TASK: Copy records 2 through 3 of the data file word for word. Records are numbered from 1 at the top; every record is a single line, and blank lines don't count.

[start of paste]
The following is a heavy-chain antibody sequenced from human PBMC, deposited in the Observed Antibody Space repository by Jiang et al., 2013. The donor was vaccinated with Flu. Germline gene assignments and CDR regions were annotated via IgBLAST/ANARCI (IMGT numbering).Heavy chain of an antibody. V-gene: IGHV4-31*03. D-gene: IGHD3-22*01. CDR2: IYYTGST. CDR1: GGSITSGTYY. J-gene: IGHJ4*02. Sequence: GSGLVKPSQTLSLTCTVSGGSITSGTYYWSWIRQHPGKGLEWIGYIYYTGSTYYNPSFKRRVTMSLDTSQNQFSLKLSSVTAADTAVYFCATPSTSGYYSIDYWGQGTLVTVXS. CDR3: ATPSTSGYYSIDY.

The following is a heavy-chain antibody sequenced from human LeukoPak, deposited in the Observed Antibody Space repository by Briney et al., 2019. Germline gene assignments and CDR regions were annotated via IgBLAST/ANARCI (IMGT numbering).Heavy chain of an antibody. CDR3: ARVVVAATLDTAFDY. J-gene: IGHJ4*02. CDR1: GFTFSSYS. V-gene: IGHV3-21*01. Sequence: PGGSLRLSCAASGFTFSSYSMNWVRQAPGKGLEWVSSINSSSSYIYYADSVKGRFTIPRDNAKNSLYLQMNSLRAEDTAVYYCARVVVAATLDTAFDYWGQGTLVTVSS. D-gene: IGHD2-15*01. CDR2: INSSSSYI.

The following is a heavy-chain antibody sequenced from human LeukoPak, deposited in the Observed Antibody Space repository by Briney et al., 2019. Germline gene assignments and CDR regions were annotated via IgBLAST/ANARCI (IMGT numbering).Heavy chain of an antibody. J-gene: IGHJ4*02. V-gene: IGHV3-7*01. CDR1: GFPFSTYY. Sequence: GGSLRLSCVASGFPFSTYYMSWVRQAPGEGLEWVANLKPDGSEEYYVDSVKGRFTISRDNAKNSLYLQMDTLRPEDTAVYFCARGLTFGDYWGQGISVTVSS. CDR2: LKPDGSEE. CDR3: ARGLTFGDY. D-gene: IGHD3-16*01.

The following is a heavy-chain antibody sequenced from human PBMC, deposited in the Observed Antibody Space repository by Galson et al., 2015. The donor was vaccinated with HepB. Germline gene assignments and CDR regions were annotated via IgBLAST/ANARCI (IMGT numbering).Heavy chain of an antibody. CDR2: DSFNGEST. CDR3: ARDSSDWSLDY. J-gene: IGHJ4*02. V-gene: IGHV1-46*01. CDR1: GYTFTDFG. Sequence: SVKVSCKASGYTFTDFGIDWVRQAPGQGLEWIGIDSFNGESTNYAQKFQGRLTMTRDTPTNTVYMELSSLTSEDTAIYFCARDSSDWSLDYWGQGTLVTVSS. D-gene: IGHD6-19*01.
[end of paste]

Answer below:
The following is a heavy-chain antibody sequenced from human LeukoPak, deposited in the Observed Antibody Space repository by Briney et al., 2019. Germline gene assignments and CDR regions were annotated via IgBLAST/ANARCI (IMGT numbering).Heavy chain of an antibody. CDR3: ARVVVAATLDTAFDY. J-gene: IGHJ4*02. CDR1: GFTFSSYS. V-gene: IGHV3-21*01. Sequence: PGGSLRLSCAASGFTFSSYSMNWVRQAPGKGLEWVSSINSSSSYIYYADSVKGRFTIPRDNAKNSLYLQMNSLRAEDTAVYYCARVVVAATLDTAFDYWGQGTLVTVSS. D-gene: IGHD2-15*01. CDR2: INSSSSYI.

The following is a heavy-chain antibody sequenced from human LeukoPak, deposited in the Observed Antibody Space repository by Briney et al., 2019. Germline gene assignments and CDR regions were annotated via IgBLAST/ANARCI (IMGT numbering).Heavy chain of an antibody. J-gene: IGHJ4*02. V-gene: IGHV3-7*01. CDR1: GFPFSTYY. Sequence: GGSLRLSCVASGFPFSTYYMSWVRQAPGEGLEWVANLKPDGSEEYYVDSVKGRFTISRDNAKNSLYLQMDTLRPEDTAVYFCARGLTFGDYWGQGISVTVSS. CDR2: LKPDGSEE. CDR3: ARGLTFGDY. D-gene: IGHD3-16*01.